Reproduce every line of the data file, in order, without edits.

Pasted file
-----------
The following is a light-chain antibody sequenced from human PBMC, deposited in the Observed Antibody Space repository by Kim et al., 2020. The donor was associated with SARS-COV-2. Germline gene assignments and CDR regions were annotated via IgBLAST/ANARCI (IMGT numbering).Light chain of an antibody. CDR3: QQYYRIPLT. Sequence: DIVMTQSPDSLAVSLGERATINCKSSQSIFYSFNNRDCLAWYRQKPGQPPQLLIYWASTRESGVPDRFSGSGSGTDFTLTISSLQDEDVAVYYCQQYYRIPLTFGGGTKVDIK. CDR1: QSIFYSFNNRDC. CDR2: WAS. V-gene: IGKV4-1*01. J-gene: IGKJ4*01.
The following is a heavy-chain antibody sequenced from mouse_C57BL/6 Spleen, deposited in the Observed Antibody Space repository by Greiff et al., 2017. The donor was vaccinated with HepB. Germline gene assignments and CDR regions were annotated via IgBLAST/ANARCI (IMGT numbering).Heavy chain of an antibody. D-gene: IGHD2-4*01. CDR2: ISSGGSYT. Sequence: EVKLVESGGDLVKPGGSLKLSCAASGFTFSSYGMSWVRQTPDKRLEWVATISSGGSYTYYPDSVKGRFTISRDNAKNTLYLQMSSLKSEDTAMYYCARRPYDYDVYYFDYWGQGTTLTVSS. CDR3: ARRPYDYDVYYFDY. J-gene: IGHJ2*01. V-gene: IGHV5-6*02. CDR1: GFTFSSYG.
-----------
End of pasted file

The following is a light-chain antibody sequenced from human PBMC, deposited in the Observed Antibody Space repository by Kim et al., 2020. The donor was associated with SARS-COV-2. Germline gene assignments and CDR regions were annotated via IgBLAST/ANARCI (IMGT numbering).Light chain of an antibody. CDR3: QQYYRIPLT. Sequence: DIVMTQSPDSLAVSLGERATINCKSSQSIFYSFNNRDCLAWYRQKPGQPPQLLIYWASTRESGVPDRFSGSGSGTDFTLTISSLQDEDVAVYYCQQYYRIPLTFGGGTKVDIK. CDR1: QSIFYSFNNRDC. CDR2: WAS. V-gene: IGKV4-1*01. J-gene: IGKJ4*01.
The following is a heavy-chain antibody sequenced from mouse_C57BL/6 Spleen, deposited in the Observed Antibody Space repository by Greiff et al., 2017. The donor was vaccinated with HepB. Germline gene assignments and CDR regions were annotated via IgBLAST/ANARCI (IMGT numbering).Heavy chain of an antibody. D-gene: IGHD2-4*01. CDR2: ISSGGSYT. Sequence: EVKLVESGGDLVKPGGSLKLSCAASGFTFSSYGMSWVRQTPDKRLEWVATISSGGSYTYYPDSVKGRFTISRDNAKNTLYLQMSSLKSEDTAMYYCARRPYDYDVYYFDYWGQGTTLTVSS. CDR3: ARRPYDYDVYYFDY. J-gene: IGHJ2*01. V-gene: IGHV5-6*02. CDR1: GFTFSSYG.